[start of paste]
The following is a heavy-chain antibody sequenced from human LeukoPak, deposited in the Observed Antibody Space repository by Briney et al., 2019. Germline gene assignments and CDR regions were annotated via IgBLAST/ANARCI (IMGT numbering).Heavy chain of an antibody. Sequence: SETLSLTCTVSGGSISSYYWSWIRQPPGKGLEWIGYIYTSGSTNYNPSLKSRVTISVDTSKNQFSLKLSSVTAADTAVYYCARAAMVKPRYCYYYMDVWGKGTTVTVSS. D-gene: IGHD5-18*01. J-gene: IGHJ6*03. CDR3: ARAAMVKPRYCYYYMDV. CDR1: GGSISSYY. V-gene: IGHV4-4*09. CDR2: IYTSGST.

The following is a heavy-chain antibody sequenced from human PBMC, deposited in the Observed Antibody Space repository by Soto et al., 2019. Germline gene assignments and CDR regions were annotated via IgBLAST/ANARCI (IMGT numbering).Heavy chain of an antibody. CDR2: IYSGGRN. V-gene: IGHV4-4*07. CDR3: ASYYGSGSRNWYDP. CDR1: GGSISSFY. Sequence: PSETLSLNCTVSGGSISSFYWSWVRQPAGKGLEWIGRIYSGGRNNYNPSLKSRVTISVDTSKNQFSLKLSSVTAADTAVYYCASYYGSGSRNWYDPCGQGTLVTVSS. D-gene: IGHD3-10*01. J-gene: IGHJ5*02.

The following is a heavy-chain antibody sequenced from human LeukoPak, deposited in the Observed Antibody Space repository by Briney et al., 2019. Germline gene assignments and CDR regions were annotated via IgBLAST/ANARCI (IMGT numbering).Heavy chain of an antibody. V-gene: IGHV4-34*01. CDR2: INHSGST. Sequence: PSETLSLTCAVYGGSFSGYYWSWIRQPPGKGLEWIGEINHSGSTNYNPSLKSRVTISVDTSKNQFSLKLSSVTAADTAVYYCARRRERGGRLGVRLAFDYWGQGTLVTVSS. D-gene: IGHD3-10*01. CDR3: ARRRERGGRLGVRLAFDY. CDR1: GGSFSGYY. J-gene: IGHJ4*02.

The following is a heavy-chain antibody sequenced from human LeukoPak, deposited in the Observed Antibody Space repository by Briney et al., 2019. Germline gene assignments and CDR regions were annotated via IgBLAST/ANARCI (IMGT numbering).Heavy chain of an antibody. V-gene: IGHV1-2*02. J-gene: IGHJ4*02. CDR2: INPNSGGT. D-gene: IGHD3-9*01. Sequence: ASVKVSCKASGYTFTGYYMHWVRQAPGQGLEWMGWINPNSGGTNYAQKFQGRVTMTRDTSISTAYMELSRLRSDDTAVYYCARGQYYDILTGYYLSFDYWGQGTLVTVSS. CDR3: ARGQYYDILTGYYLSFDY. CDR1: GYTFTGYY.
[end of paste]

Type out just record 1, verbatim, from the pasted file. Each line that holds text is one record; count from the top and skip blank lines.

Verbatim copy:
The following is a heavy-chain antibody sequenced from human LeukoPak, deposited in the Observed Antibody Space repository by Briney et al., 2019. Germline gene assignments and CDR regions were annotated via IgBLAST/ANARCI (IMGT numbering).Heavy chain of an antibody. Sequence: SETLSLTCTVSGGSISSYYWSWIRQPPGKGLEWIGYIYTSGSTNYNPSLKSRVTISVDTSKNQFSLKLSSVTAADTAVYYCARAAMVKPRYCYYYMDVWGKGTTVTVSS. D-gene: IGHD5-18*01. J-gene: IGHJ6*03. CDR3: ARAAMVKPRYCYYYMDV. CDR1: GGSISSYY. V-gene: IGHV4-4*09. CDR2: IYTSGST.